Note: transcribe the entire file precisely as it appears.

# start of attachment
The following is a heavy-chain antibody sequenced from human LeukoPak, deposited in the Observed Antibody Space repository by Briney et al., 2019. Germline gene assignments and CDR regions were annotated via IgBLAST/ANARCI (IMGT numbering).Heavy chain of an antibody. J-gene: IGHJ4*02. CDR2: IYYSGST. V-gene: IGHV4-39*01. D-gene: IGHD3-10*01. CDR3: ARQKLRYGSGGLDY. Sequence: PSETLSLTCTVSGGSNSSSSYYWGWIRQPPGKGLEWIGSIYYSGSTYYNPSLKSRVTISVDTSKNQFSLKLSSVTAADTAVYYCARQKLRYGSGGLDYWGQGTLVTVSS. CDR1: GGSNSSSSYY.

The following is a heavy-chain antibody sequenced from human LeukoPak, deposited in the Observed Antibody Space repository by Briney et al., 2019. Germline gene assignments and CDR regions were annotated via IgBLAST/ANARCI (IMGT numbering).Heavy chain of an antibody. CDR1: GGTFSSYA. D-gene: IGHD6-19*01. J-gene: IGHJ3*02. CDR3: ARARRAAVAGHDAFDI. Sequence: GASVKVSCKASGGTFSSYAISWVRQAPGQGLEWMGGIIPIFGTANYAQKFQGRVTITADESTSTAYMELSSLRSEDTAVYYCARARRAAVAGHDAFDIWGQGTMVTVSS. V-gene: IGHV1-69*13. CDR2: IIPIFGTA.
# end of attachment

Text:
The following is a heavy-chain antibody sequenced from human LeukoPak, deposited in the Observed Antibody Space repository by Briney et al., 2019. Germline gene assignments and CDR regions were annotated via IgBLAST/ANARCI (IMGT numbering).Heavy chain of an antibody. J-gene: IGHJ4*02. CDR2: IYYSGST. V-gene: IGHV4-39*01. D-gene: IGHD3-10*01. CDR3: ARQKLRYGSGGLDY. Sequence: PSETLSLTCTVSGGSNSSSSYYWGWIRQPPGKGLEWIGSIYYSGSTYYNPSLKSRVTISVDTSKNQFSLKLSSVTAADTAVYYCARQKLRYGSGGLDYWGQGTLVTVSS. CDR1: GGSNSSSSYY.

The following is a heavy-chain antibody sequenced from human LeukoPak, deposited in the Observed Antibody Space repository by Briney et al., 2019. Germline gene assignments and CDR regions were annotated via IgBLAST/ANARCI (IMGT numbering).Heavy chain of an antibody. CDR1: GGTFSSYA. D-gene: IGHD6-19*01. J-gene: IGHJ3*02. CDR3: ARARRAAVAGHDAFDI. Sequence: GASVKVSCKASGGTFSSYAISWVRQAPGQGLEWMGGIIPIFGTANYAQKFQGRVTITADESTSTAYMELSSLRSEDTAVYYCARARRAAVAGHDAFDIWGQGTMVTVSS. V-gene: IGHV1-69*13. CDR2: IIPIFGTA.